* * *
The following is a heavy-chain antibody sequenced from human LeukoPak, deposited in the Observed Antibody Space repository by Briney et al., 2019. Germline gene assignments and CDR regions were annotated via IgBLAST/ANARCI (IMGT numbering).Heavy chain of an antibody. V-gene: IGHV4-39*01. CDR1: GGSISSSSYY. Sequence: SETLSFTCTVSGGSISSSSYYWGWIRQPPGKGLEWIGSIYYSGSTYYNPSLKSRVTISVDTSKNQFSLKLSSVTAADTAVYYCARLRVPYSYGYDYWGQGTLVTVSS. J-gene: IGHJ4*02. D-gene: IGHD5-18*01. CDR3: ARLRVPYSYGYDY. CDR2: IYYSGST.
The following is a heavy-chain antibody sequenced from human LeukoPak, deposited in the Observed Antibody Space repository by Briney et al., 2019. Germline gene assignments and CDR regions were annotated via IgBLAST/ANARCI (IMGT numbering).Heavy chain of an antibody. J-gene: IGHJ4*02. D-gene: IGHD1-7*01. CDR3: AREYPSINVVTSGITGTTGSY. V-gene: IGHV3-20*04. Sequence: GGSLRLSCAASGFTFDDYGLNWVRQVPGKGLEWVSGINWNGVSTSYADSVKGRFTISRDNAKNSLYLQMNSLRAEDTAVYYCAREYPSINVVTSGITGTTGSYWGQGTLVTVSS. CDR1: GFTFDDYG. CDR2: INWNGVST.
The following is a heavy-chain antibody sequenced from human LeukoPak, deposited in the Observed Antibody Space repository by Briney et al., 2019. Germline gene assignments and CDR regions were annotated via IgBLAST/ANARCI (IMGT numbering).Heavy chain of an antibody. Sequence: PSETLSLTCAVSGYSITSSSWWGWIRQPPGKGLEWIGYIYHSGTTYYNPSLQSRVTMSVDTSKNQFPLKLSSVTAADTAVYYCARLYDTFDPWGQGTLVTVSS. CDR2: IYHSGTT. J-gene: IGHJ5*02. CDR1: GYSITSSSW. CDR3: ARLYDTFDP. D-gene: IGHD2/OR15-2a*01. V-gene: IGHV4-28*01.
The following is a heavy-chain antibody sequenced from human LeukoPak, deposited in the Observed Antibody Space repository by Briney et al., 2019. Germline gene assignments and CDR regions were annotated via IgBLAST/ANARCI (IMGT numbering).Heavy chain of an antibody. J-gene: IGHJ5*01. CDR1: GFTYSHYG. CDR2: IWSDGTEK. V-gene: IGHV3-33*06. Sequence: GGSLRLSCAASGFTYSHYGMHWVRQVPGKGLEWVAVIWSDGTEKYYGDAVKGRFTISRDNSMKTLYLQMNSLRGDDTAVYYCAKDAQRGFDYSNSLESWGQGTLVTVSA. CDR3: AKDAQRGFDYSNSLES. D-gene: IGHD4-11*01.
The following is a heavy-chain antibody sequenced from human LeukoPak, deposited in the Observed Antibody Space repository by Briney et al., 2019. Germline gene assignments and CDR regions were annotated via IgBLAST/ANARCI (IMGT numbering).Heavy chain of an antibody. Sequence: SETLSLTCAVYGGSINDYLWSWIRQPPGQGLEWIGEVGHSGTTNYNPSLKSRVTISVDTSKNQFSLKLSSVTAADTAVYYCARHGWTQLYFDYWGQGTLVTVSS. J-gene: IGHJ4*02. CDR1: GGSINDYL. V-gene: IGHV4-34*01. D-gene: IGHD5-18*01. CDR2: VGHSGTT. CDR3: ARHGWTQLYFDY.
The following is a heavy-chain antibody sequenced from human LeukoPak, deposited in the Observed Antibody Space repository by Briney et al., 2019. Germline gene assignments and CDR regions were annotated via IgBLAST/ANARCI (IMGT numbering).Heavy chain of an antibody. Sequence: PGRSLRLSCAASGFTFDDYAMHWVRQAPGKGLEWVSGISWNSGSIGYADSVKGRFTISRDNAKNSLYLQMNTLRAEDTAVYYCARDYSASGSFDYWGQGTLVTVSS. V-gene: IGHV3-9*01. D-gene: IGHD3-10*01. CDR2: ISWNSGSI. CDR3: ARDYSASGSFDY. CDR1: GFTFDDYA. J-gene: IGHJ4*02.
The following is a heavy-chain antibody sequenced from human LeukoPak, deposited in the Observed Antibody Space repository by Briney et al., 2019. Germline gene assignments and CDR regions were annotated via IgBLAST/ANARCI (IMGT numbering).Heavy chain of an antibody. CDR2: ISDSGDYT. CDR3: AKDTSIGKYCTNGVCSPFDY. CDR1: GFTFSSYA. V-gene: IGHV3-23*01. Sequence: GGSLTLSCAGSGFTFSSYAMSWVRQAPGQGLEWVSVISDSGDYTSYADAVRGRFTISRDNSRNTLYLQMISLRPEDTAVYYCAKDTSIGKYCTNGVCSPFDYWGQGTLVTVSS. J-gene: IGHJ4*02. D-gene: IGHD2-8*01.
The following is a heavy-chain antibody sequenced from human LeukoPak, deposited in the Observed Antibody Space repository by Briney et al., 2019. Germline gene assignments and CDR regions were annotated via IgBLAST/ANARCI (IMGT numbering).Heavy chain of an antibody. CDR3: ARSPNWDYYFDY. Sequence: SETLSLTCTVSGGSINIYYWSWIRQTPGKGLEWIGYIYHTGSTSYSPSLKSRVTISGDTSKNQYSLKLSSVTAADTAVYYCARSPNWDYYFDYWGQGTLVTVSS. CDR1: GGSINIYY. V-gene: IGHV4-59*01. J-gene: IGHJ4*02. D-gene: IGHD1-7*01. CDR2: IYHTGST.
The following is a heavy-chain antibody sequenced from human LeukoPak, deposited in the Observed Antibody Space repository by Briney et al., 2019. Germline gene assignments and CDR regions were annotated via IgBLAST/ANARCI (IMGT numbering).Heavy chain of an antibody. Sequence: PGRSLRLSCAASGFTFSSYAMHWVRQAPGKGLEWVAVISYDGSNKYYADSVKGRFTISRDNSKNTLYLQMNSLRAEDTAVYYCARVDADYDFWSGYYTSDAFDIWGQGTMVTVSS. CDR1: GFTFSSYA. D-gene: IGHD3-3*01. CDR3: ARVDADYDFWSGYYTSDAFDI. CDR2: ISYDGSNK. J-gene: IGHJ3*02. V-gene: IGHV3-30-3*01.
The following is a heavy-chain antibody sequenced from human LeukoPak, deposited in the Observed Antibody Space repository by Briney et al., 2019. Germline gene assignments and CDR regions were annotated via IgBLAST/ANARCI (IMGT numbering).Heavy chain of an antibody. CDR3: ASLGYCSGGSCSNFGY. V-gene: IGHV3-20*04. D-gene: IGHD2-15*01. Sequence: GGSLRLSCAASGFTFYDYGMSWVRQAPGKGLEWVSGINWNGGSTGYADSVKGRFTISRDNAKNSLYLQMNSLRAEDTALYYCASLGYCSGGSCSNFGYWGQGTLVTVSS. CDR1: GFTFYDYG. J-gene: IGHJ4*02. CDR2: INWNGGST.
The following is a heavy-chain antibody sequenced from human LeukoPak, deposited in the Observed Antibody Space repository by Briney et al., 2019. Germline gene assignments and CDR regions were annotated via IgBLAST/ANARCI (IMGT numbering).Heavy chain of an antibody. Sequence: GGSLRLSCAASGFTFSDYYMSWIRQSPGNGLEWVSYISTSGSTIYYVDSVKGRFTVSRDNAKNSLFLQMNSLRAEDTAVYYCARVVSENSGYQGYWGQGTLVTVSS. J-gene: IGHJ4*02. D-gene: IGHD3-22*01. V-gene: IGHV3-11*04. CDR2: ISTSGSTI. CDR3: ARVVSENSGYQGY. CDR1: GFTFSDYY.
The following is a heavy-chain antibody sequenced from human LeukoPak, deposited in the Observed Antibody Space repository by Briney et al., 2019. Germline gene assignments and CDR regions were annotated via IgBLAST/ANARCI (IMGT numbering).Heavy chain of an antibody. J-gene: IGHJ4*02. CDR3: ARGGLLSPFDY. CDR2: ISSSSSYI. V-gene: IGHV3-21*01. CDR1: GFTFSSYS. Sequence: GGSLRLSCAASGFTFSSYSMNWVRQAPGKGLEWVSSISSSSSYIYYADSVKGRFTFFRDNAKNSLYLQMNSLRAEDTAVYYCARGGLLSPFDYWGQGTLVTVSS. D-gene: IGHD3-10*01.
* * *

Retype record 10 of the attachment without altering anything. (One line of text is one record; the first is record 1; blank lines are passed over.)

The following is a heavy-chain antibody sequenced from human LeukoPak, deposited in the Observed Antibody Space repository by Briney et al., 2019. Germline gene assignments and CDR regions were annotated via IgBLAST/ANARCI (IMGT numbering).Heavy chain of an antibody. CDR3: ASLGYCSGGSCSNFGY. V-gene: IGHV3-20*04. D-gene: IGHD2-15*01. Sequence: GGSLRLSCAASGFTFYDYGMSWVRQAPGKGLEWVSGINWNGGSTGYADSVKGRFTISRDNAKNSLYLQMNSLRAEDTALYYCASLGYCSGGSCSNFGYWGQGTLVTVSS. CDR1: GFTFYDYG. J-gene: IGHJ4*02. CDR2: INWNGGST.